The announcement in October 1995 of the Digital Versatile Disc (DVD) set the hearts of audiophiles and music lovers pounding. Although primarily a digital video and computer-data storage format, DVD's massive capacity could be applied to a "super CD" audio-only disc. Finally we would be liberated from the musical limitations of the CD's 16-bit word length, 44.1kHz sampling rate, and two-channel format. We were tantalized by reports of 96kHz sampling rate, 24-bit word length, and multichannel playback. Digital redemption appeared to be just around the corner.
John Atkinson, J. Gordon Holt Nov 10, 2007 0 comments
It was 45 years ago this month that the first issue of Stereophile, just 20 pages in length, went in the mail. It had been founded by one J. Gordon Holt. Gordon had been technical editor of High Fidelity magazine in the 1950s, and was tired of being asked to pander to the demands of advertisers. "I watched, first with incredulity and then with growing disgust, how the purchase of a year's advertising contract could virtually insure a manufacturer against publication of an unfavorable report," he said in a 1974 article looking back at those dark times. And if a company didn't buy advertising, they didn't get reviewed at all. The Stereophile, as it was then called, was Gordon's answer to audiophiles' need for an honest, reliable source of information. "Okay, if no one else will publish a magazine that calls the shots as it sees them, I'll do it myself," he later wrote.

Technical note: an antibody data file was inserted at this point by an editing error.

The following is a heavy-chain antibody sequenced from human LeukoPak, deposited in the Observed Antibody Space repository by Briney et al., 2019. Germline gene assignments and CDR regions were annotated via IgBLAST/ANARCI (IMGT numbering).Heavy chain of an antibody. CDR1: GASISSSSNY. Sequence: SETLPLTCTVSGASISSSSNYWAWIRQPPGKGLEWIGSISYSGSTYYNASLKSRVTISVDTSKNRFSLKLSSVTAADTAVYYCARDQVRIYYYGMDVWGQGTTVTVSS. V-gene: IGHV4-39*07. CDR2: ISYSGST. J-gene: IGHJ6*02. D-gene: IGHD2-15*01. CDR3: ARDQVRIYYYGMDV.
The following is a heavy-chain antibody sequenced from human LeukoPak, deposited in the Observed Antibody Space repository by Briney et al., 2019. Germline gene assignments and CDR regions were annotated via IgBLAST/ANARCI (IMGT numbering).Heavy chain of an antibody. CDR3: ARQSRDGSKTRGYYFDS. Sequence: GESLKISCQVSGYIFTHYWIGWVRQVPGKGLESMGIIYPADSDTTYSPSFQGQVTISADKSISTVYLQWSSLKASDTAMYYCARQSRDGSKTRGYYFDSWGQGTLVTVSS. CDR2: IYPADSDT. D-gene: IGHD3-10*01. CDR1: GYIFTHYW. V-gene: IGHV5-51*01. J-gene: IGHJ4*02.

As We See It
Doug Sax Nov 04, 2007 Published: Dec 04, 1982 0 comments
The following was submitted as a letter to J. Gordon Holt, in response to his Editorial "Digital Revenge," in issue #53 (August 1982, Vol.5 No.6). We are publishing it as a guest editorial, because the writer is one of the few audio people whose judgement we respect who disagrees with us about digital's merits. The feeling, it would seem, is mutual.Ed.
J. Gordon Holt Nov 04, 2007 Published: Aug 01, 1982 0 comments
Many audiophiles will look back on the summer of 1982 as the year the creeping cruds invaded their hallowed halls of hi-fi. In the Conrad Hilton hotel, where most of the high-end contingent gathered at the June 1982 Consumer Electronics Show, one exhibitor was featuring a videodisc presentation with wide-range audio and insisting that this was the way of the future. And at least three others had managed to smuggle in digital tape recorders (all Sony PCM-F1s), and were giving many CES visitors their first taste of real, unadulterated, digital reproduction.
Site Map / Direct Links